Pakistan announced Thursday that it will free captured IAF pilot Wing Commander Abhinandan Varthaman as a peace gesture, hours after a strong message from India demanded his unconditional release, largely de-escalating tensions between the two neighbours.
At a joint media briefing in New Delhi, top officers of Indian Army, Air Force and Navy said the armed forces are on high alert for any security challenges, but refused to give any direct answers to questions on whether Pakistan's decision to release Varthaman could be seen as easing of tension.
Separately, Prime Narendra Narendra Modi, in an apparent reference to India's February 26 pre-dawn air strikes on a terror camp in Pakistan, said a "pilot project" was recently carried out and now a "real one" has to be done.
Pakistan Prime Minister Imran Khan's surprise announcement to a joint session of Parliament that Varthaman will be released Friday, was greeted by loud thumping of desks by the lawmakers. His foreign minister said Khan was also willing to talk to Modi on phone to talk peace.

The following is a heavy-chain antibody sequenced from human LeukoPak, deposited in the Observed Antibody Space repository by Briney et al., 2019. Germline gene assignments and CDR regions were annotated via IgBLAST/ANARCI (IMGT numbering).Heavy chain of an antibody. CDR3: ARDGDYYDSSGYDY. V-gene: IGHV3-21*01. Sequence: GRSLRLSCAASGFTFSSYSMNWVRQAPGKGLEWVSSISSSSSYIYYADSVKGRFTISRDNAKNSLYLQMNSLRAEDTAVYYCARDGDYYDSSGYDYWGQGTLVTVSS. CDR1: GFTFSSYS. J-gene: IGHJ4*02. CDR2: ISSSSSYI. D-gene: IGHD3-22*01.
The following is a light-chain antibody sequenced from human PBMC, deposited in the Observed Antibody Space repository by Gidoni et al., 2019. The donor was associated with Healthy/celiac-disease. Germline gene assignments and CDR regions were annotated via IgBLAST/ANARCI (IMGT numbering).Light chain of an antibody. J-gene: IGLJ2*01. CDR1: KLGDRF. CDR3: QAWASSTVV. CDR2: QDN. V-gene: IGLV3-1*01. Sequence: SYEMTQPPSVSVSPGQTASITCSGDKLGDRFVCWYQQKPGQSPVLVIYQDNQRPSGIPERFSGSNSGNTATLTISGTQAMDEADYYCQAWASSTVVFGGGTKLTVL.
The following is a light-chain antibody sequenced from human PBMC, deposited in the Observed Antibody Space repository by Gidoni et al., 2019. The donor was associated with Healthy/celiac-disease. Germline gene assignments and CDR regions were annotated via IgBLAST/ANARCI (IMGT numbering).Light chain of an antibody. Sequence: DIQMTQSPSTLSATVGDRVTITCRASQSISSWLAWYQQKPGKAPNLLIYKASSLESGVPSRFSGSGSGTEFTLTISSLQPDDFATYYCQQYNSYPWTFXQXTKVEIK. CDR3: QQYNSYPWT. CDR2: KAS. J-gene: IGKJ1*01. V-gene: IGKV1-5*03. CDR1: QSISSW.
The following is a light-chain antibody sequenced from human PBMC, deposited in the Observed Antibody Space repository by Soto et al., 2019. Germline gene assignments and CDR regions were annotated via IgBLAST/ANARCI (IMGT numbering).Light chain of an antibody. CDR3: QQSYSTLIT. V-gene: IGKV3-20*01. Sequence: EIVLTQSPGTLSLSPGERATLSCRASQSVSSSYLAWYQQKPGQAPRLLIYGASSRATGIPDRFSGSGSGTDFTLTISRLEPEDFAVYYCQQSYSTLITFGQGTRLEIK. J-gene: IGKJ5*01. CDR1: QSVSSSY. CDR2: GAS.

However, India appeared in no mood to have talks with Pakistan, saying it first wants action from Islamabad on combatting terrorism. New Delhi had also made it clear that Varthaman cannot be a bargaining chip and demanded his unconditional and immediate repatriation.
CNBC-TV18 caught up with Richard Rossow, senior adviser at the Center for Strategic and International Studies; Priya Pillai, international lawyer & consultant; Manoj Kumar Sinha, Director of Indian Law Institute & an expert on international law; Talmiz Ahmad, former diplomat; Arjun Subramaniam, retired Air Vice Marshal; Shashank, former foreign secretary and PK Barbora, retired Air Marshal, to discuss the road ahead for both the countries.